Let’s agree that Rachel Dolezal is a learned performer in blackface, an authentic one-woman minstrel show. But let’s also agree that black womanhood cannot be captured in a performance or in body image, skin tone, butt, hips and lips.
Whatever scandal is afoot the real problem is popular culture’s propagation of, and fixation on, the external popular representations of black women. The aggressive, sassy, erotic, weave-wearing and hip-shaking stereotypes of black women make it easy for the Dolezals and Iggy Azaleas to commodify and monetize black womanhood.
Over the years we have taught, lectured and written on a wide range of topics concerning the plight of black folk, but also the movements against inequality — from race, gender, ethnicity and identity to police brutality, civil rights and Pan-Africanism. So we approach this subject from learned places and spaces that are informed by our distinct and shared experiences.
According to her adopted black brother, Dolezal began posing as a black woman in 2012 when she relocated from Montana to Spokane, Washington, where, on Monday, she resigned as president of the NAACP chapter there. And while her facade may result in lawsuits or other legal actions, what is more troubling is that she appears to be an unscrupulous opportunist. Dolezal exploited images of black womanhood with the sole purpose of manipulating equality regimes and culture birthed in racial repression to advance her life while disadvantaging the very women she imitated and purported to represent.
She didn’t play the race card — she lived it!
In doing so she obscured the experiences and consequent identities of black women forged over centuries of struggle. Dolezal was married to a black man, has black siblings whom her parents adopted, graduated from the historically black Howard University, teaches a course on African-American history, and oh yes, used to do her adopted black sister’s hair. These experiences provided her with insights and apparent entitlements that informed her scheme. She may have single-handedly redefined the NAACP Image Award while simultaneously eclipsing Bill Clinton’s title as the “blackest white American.”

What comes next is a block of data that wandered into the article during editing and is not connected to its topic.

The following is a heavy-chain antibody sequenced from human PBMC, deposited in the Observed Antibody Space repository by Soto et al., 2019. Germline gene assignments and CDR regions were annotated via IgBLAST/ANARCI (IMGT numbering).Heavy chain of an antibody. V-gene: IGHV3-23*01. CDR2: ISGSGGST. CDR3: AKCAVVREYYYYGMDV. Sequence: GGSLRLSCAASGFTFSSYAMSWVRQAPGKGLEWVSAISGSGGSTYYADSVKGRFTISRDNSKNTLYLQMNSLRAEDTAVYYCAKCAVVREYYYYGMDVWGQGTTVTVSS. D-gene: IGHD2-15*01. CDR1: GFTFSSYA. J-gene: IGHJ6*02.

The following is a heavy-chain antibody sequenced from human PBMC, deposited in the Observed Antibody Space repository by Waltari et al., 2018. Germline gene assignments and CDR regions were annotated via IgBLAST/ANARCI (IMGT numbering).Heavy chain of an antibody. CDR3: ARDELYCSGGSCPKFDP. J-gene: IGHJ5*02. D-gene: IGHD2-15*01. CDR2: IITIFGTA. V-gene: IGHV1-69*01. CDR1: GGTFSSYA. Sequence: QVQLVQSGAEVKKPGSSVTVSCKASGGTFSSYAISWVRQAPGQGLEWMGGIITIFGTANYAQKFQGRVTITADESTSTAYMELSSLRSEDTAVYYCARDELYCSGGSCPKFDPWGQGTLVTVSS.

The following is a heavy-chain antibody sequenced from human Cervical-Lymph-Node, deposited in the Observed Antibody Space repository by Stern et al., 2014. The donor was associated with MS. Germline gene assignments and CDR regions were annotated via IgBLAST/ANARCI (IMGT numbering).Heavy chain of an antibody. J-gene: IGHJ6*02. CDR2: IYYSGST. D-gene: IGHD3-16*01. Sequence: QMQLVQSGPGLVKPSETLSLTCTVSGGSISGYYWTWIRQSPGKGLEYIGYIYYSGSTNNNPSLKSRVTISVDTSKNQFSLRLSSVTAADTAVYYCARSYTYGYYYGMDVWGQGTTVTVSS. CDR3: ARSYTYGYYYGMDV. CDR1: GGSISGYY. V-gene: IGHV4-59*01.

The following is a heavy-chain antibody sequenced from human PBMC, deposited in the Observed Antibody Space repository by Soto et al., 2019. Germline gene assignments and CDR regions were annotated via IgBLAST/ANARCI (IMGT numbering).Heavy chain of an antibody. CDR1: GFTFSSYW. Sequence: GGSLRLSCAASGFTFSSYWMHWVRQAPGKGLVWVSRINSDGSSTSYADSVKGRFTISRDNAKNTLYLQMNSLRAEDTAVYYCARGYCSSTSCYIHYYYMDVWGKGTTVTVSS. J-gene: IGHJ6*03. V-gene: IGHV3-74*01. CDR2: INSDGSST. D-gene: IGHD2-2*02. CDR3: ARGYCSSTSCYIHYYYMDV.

Blackness and its products have always been commodified and monetized, from the sale of black bodies to the expropriation of their labor on slave plantations; from the assumption of the ownership of jazz and other music forms to the attachment to wealthy hip-hop artists or entertainers that one sees in some white women.
What’s interesting about the Dolezal scandal is the way that she was able to commodify black womanhood by appropriating and authenticating all its signifiers particularly at the level of hair, and the performance of a black aesthetic. The current desire for buttocks and hip implants, or the silicone lip injections of the Kardashian family are easy to recognize.
And indeed, the aspects of many black women’s physiognomy that are negatively identified are precisely what white women who effect blackness select. Dolezal wears a variety of contemporary black hairstyles from curly hair of different lengths to locs and braids, to high headwraps with locs — Erykah Badu style.
In short, Dolezal concertedly studied blackness and her various experiences with blacks allowed her access into contemporary urban communities, even performing well enough to be elected local NAACP president.
Still, her appropriation illuminates glaring imbalances in race and power not automatically equivalent to its reverse — black women wearing blond wigs or bleaching their skin. In fact, the blonding of black women has become a staple of black women’s self-presentation, as the daily assortment of blond wigs on Wendy Williams demonstrates. But there is also skin lightening and nose reshaping among black women and men in the media. This made it easier for Dolezal, who with a few inexpensive tweaks, transformed into a mulatto of sorts.
Blackness is racial identity and consciousness, grounded in history and politics. The “passing for black” option at play suggests that “passing” will continue to be a popular topic of research for years to come as the ongoing consumption of blackness continues. In this case, Dolezal appropriated the widely accepted presentation of mixed-race black women in the media to her benefit.
While black, Jewish and white Americans founded the NAACP in 1909 in response to the horrific practices of white-supremacist terrorism such as lynching, current regional politics, at times, raises a number of troubling questions around awards and endorsements that need to be addressed. In the wake of the Dolezal scandal, we should all reflect on the greater meaning behind race, power and appropriation at so many levels and for financial and/or personal gain.
Carole Boyce Davies is professor of Africana Studies and English, Cornell University. Jeremy Levitt is distinguished professor of international law, Florida A&M University.